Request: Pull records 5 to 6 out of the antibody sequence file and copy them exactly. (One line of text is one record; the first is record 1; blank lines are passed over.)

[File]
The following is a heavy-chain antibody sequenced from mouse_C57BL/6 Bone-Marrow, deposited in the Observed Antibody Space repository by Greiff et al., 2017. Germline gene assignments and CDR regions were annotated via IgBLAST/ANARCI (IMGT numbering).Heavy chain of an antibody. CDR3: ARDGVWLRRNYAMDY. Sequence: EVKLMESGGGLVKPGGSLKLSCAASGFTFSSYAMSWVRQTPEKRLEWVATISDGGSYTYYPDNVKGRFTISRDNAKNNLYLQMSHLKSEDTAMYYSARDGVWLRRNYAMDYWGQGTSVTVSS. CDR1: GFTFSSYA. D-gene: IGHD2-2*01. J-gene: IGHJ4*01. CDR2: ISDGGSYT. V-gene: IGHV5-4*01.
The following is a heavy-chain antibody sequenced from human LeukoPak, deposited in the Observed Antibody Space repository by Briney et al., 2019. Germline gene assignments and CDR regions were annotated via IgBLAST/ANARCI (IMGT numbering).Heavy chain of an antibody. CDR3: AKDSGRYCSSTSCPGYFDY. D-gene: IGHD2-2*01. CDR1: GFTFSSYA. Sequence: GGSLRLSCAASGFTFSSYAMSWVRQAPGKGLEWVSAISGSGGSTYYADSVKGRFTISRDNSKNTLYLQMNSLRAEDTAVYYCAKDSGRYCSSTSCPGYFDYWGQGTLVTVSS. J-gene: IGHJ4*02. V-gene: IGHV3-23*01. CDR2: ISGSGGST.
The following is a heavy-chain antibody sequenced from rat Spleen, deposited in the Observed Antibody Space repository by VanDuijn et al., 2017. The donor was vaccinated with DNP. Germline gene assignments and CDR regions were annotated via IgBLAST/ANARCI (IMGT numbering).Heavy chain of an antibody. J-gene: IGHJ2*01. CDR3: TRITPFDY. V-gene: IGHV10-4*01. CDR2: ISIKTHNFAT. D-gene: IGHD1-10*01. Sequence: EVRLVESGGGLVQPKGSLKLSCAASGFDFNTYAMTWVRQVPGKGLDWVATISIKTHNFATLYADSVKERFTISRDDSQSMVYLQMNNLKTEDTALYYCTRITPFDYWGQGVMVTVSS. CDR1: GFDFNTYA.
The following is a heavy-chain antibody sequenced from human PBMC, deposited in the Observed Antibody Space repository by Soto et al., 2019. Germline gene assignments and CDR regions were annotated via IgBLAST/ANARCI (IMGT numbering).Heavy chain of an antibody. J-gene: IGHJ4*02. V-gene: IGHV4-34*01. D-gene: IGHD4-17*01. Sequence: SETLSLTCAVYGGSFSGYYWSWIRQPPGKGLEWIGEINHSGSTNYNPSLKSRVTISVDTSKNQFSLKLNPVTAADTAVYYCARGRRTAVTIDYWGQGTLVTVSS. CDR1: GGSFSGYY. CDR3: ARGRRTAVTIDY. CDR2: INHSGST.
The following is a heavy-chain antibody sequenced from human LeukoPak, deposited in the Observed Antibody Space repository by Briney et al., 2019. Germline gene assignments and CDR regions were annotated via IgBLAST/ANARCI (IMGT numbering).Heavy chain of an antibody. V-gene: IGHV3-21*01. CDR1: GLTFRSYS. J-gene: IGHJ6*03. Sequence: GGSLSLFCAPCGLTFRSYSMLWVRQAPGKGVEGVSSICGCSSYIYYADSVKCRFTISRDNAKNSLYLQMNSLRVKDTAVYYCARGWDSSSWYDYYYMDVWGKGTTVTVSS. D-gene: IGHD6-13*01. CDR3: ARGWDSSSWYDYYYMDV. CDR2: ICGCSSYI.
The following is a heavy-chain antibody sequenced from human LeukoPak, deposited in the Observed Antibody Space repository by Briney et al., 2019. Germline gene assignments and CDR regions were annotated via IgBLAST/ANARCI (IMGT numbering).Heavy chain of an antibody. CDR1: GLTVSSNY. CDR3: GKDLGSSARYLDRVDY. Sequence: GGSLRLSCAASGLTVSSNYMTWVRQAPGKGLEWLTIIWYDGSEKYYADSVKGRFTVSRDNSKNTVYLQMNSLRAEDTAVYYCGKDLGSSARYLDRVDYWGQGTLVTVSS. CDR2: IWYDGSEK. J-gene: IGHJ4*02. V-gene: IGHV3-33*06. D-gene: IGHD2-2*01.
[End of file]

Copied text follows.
The following is a heavy-chain antibody sequenced from human LeukoPak, deposited in the Observed Antibody Space repository by Briney et al., 2019. Germline gene assignments and CDR regions were annotated via IgBLAST/ANARCI (IMGT numbering).Heavy chain of an antibody. V-gene: IGHV3-21*01. CDR1: GLTFRSYS. J-gene: IGHJ6*03. Sequence: GGSLSLFCAPCGLTFRSYSMLWVRQAPGKGVEGVSSICGCSSYIYYADSVKCRFTISRDNAKNSLYLQMNSLRVKDTAVYYCARGWDSSSWYDYYYMDVWGKGTTVTVSS. D-gene: IGHD6-13*01. CDR3: ARGWDSSSWYDYYYMDV. CDR2: ICGCSSYI.
The following is a heavy-chain antibody sequenced from human LeukoPak, deposited in the Observed Antibody Space repository by Briney et al., 2019. Germline gene assignments and CDR regions were annotated via IgBLAST/ANARCI (IMGT numbering).Heavy chain of an antibody. CDR1: GLTVSSNY. CDR3: GKDLGSSARYLDRVDY. Sequence: GGSLRLSCAASGLTVSSNYMTWVRQAPGKGLEWLTIIWYDGSEKYYADSVKGRFTVSRDNSKNTVYLQMNSLRAEDTAVYYCGKDLGSSARYLDRVDYWGQGTLVTVSS. CDR2: IWYDGSEK. J-gene: IGHJ4*02. V-gene: IGHV3-33*06. D-gene: IGHD2-2*01.